Good Kings Bad Kings By Susan Nussbaum: An Analysis

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As unethical and malicious the tactic is, a common malpractice of authorities in maintaining dominance and control of a community is through violence. I, Rigoberta Menchú, is an autobiography of a poor Guatemalan woman whose family was oppressed by light-skinned landowners and brutalized by right-wing soldiers. In this novel, the government is taking control of Menchú’s homeland in order to contain the communists that can eventually pose as a threat to their political beliefs. Good Kings Bad Kings, by Susan Nussbaum, is a novel based on collective narratives of different viewpoints of patients and workers in a mental health institution that treats the disabled. Although these novels depict the experiences of two completely different communities, …show more content…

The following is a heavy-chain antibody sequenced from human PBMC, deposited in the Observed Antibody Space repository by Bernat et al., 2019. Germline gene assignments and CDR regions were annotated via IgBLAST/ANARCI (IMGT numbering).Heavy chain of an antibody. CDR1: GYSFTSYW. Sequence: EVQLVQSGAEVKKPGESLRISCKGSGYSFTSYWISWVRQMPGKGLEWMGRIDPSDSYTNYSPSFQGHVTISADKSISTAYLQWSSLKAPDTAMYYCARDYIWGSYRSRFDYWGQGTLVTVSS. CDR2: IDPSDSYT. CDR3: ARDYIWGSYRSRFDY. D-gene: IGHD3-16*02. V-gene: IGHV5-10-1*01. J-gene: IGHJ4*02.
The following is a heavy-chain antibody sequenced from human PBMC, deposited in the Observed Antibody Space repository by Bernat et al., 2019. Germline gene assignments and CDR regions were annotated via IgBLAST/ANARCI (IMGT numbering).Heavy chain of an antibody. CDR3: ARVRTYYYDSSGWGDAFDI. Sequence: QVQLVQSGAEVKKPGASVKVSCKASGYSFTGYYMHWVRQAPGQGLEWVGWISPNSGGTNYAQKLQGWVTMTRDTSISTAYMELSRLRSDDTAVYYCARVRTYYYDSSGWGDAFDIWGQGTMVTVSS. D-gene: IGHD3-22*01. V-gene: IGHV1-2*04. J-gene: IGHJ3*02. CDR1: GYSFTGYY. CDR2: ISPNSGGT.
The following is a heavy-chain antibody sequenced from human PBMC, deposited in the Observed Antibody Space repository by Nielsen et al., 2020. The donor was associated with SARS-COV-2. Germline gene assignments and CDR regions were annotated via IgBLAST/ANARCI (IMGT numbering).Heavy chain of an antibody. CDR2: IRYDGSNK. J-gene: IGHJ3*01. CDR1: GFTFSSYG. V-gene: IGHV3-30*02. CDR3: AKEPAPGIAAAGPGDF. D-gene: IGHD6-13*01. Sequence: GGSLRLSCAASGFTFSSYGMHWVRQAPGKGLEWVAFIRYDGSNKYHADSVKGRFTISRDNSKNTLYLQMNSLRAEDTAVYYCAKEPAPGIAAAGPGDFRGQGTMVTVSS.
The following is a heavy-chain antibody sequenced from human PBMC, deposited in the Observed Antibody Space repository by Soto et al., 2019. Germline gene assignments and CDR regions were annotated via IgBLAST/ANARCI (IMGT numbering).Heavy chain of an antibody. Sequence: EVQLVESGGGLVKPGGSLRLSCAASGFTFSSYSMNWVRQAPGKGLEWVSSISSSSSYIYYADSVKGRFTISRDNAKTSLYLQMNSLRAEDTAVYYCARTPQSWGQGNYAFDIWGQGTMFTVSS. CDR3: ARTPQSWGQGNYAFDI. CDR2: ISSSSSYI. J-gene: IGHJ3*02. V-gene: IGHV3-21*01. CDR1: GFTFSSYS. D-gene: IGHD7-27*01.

One mechanism to counteract the impact of structural violence and mistreatment in the ILLC institution is protest. An example of this is when Yessenia belts herself and her wheelchair to a sapling at the building's front entry holding signs that say, “They abuse and kill children here” (Nussbaum 259) in protest after Teddy’s death with other patients by her side. However, this method did not bring any justice to the protesters because even though they landed a story on the Channel 5 news, Howard Anderson, an ILLC board member, counters by saying “Does...any rational person…really believe our society would be able to function if places like ILLC were suddenly no longer available? Imagine the death rate under those circumstances” (Nussbaum 261-262). Here, we see the recurring theme of being “rational” by the hierarchy to justify any action or event no matter how tragic or inhumane it is, and they continue to repress the outcry of the oppressed group. Anderson further implies that there would be more deaths if there weren’t institutions like ILLC, as if he considers the institution to be a refuge and a place where lives are saved, maybe even enhanced. Alternatively, another strategy to counteract the injustice of a community is through joining a political activist group, like Rigoberta Menchú mentions in her autobiography. Even though joining an anti-government organization as a woman in her time was incredibly dangerous, Menchú fights and rises above her fear of being punished by the government, which tragically happened to her father since he was named a “political prisoner” (Menchú 136) and was ultimately murdered during a protest progressing into the novel. Menchú’s father and “other peasants” (Menchú 137) formed a group called the “CUC” (137) to fight

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